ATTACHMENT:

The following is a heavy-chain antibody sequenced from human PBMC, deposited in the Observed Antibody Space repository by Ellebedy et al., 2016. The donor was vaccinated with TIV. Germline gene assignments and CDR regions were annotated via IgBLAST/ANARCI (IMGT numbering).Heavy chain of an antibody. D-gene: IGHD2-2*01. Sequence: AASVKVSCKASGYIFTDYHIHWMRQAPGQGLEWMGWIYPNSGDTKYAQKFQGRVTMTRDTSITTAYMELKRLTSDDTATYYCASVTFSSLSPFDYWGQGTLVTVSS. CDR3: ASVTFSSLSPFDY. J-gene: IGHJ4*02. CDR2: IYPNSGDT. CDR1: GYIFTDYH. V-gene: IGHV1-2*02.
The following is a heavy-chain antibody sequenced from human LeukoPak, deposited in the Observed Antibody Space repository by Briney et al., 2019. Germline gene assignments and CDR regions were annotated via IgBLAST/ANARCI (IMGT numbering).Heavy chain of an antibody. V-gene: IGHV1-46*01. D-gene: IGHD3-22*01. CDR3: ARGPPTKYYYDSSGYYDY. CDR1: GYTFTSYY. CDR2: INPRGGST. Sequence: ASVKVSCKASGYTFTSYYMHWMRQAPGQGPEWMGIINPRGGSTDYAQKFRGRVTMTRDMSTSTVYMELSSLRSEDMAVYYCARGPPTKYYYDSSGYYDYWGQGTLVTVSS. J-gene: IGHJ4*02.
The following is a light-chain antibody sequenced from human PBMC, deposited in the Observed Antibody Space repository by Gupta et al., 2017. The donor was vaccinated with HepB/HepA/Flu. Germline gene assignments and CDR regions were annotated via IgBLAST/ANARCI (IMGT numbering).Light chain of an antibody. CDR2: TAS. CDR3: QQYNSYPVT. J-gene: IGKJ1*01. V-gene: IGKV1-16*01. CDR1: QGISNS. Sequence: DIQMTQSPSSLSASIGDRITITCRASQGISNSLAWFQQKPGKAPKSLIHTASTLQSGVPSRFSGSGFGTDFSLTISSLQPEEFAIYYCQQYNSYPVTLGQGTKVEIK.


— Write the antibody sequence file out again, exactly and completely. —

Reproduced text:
The following is a heavy-chain antibody sequenced from human PBMC, deposited in the Observed Antibody Space repository by Ellebedy et al., 2016. The donor was vaccinated with TIV. Germline gene assignments and CDR regions were annotated via IgBLAST/ANARCI (IMGT numbering).Heavy chain of an antibody. D-gene: IGHD2-2*01. Sequence: AASVKVSCKASGYIFTDYHIHWMRQAPGQGLEWMGWIYPNSGDTKYAQKFQGRVTMTRDTSITTAYMELKRLTSDDTATYYCASVTFSSLSPFDYWGQGTLVTVSS. CDR3: ASVTFSSLSPFDY. J-gene: IGHJ4*02. CDR2: IYPNSGDT. CDR1: GYIFTDYH. V-gene: IGHV1-2*02.
The following is a heavy-chain antibody sequenced from human LeukoPak, deposited in the Observed Antibody Space repository by Briney et al., 2019. Germline gene assignments and CDR regions were annotated via IgBLAST/ANARCI (IMGT numbering).Heavy chain of an antibody. V-gene: IGHV1-46*01. D-gene: IGHD3-22*01. CDR3: ARGPPTKYYYDSSGYYDY. CDR1: GYTFTSYY. CDR2: INPRGGST. Sequence: ASVKVSCKASGYTFTSYYMHWMRQAPGQGPEWMGIINPRGGSTDYAQKFRGRVTMTRDMSTSTVYMELSSLRSEDMAVYYCARGPPTKYYYDSSGYYDYWGQGTLVTVSS. J-gene: IGHJ4*02.
The following is a light-chain antibody sequenced from human PBMC, deposited in the Observed Antibody Space repository by Gupta et al., 2017. The donor was vaccinated with HepB/HepA/Flu. Germline gene assignments and CDR regions were annotated via IgBLAST/ANARCI (IMGT numbering).Light chain of an antibody. CDR2: TAS. CDR3: QQYNSYPVT. J-gene: IGKJ1*01. V-gene: IGKV1-16*01. CDR1: QGISNS. Sequence: DIQMTQSPSSLSASIGDRITITCRASQGISNSLAWFQQKPGKAPKSLIHTASTLQSGVPSRFSGSGFGTDFSLTISSLQPEEFAIYYCQQYNSYPVTLGQGTKVEIK.